Review – Saffron in Chapel Hill
Ever since Charlie got a call from Saffron’s in Chapel Hill asking if someone could do a review of their restaurant, I have been itching to go here, so this past weekend, we decided to give it a try. We went with some good friends of ours who are vegetarians. I have also been trying to eat less meat lately, so we decided to make the whole meal vegetarian and order family style. Most of the dishes were served with creamy sauces, reminiscent of Northern Indian cuisine, but these were certainly much different from most of the Indian restaurants I’ve eaten at in the Triangle area. And, before you think, “Hey, isn’t that the same restaurant as the one in Morrisville?” it is not. Actually, the owners of the Morrisville restaurant were going to be involved with the restaurant in Chapel Hill, but the owners parted ways before the Chapel Hill restaurant opened. I was confused because the folks at the Blue Taj said they had relatives managing both the Mint in Chapel Hill and Saffron, but they meant the Saffron restaurant in Greensboro.
Upon entering Saffron’s, you immediately get the feeling of opulence. There is a big, metal dome structure in the middle of the front room. Our hostess first led us to the back room and was going to sit us at a table for six, but we asked if we could wait for a table of four, since there is only four in our party. She then sat us under the dome structure. I have to say the dome was a very interesting experience! It has a very unique acoustic phenomenon happening. If you are sitting on one side of the dome, you will hear the people at the table opposite you as though they were sitting right next to you. This happened more at just two of the seats at our table, so at the end of our meal, we all swapped seats to hear the voices from the other tables. It seemed like one person was wearing a microphone because it was so loud! The waiter explained to us that typically, the dome is used for large parties, and when the tables are moved together, they can hear the conversation on the opposite end of the table. I can see where that might come in handy! I was seated just outside of the dome, next to the bar and must say it was a bit distracting to have no divider between the seating area and the bar. For an upscale restaurant like this, they should have some separation.
We ordered cocktails and an appetizer to start our meal. I had the Hell’s Kitchen, a Manhattan made with a special kind of whiskey that was on the peppery side. It was a good way to start off an Indian meal. As we waited to get our cocktails, we looked around the room and saw the place was buzzing with many diners – a good sign this was going to be a good meal. After several minutes, our waiter came with some complimentary papadams because our meal was taking a long time to be served. After reminding the water boy that we had ordered cocktails, the drinks arrived just a few seconds later.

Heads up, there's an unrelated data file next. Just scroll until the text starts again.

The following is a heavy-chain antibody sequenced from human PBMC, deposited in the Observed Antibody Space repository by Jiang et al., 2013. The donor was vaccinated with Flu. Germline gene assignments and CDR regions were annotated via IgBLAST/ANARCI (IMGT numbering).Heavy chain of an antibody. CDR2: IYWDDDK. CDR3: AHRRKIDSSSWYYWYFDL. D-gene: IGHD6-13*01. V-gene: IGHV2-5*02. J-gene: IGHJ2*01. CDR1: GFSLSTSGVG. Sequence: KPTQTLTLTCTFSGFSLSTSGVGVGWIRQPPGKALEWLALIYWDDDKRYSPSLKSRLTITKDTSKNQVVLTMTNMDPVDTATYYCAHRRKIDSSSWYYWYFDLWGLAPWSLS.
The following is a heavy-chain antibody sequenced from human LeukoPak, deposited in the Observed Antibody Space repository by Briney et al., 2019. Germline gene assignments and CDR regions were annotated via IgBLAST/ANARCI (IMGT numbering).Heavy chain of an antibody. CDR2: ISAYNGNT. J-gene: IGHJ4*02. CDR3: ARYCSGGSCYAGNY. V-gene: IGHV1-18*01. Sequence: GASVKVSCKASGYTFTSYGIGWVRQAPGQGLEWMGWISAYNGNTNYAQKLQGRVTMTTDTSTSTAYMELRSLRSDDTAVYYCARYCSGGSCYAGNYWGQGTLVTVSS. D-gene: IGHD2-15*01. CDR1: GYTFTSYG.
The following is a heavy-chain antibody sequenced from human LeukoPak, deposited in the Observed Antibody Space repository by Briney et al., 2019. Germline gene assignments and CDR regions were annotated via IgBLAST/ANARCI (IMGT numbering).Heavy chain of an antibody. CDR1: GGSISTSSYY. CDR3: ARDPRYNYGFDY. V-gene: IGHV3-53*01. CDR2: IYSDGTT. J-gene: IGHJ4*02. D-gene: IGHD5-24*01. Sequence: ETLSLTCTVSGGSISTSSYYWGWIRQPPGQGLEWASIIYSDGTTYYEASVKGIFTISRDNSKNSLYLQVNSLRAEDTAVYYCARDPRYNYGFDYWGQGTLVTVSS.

Our appetizer was the Tandoori Vegetable Khazana, which was a sampler plate with the Paneer cheese, that was cooked in a tandoor clay oven, then grilled. It had nice grill marks on it and had a really mild flavor to it that was divine. The next item on the appetizer was a Subz Galouti, which was a patty made from pureed fresh vegetables and mushrooms. It was kind of like a homemade veggie patty. Very good as well. The third item was the Potli Samosa. I have always loved Samosas and this one was no exception. If you have never had one, a Samosa is a fried dough stuffed with potatoes and peas. Sometimes they are also stuffed with lentils and other goodies. The fourth item was the Aloo Tikki Chana Chaat, which was like a little salad of chickpeas, onions, tomatoes, yogurt, with two chutneys over a spicy potato patty. It had a little heat to it, but not overwhelming heat.
For our entrees, we ordered the Nargisi Kofta, which was a mixed vegetable and potato mixture with paneer cheese that was breaded and fried. It looked like a little pyramid. It was served with a rich, creamy sauce that was mild and had a little sweetness to it. The sauce was made with tomatoes, onions and spiced with cardamom and coriander.
We had the Began Pasanda, which was some slices of eggplant that had been marinated in a garlic and ginger paste and smoked in a clay oven, then served with a creamy sauce made of pureed eggplant, onion and tomato sauce and seasoned with fresh cilantro and dill. It was my favorite of the four dishes we tried.
The third dish we had was the Daal Bukhara, which is a sauce made with black lentils, chickpeas and kidney beans. It came with a side of white rice, so you ladle the daal over the rice. It was quite mild, but tasty.
The fourth entree was the most spicy of the four and was really delicious. It was the Bharwan Simla Mirch which was slices of bell peppers that were stuffed with potatoes, mixed vegetables and paneer and was served with a spicy tomato and bell pepper sauce. My nose was starting to run a little bit from the spices, which is a sign that this is a real Indian restaurant!
We split two orders of naan, the flat bread that is typically served with Indian dishes. We had the garlic naan and the rosemary naan. I loved both, but the rosemary was a real treat because I had not had naan with rosemary before. It really complimented the spicy dishes.
We were all feeling full, but decided to split a dessert. We ordered the Pistachio ice cream (it had a different name, but I can’t remember what the waiter called it). It was a great way to cool the palate. Chopped pistachios were on the top and bottom of the ice cream. It was served with a drizzle of chocolate and caramel.
Saffron’s is a bit on the pricey side, so save your pennies before you come here, or wait until you see a special. We had a diner’s coupon that my husband got through his employer, which brought the price of the meal down substantially. It is a great place to go for a date, a business dinner or other special occasion.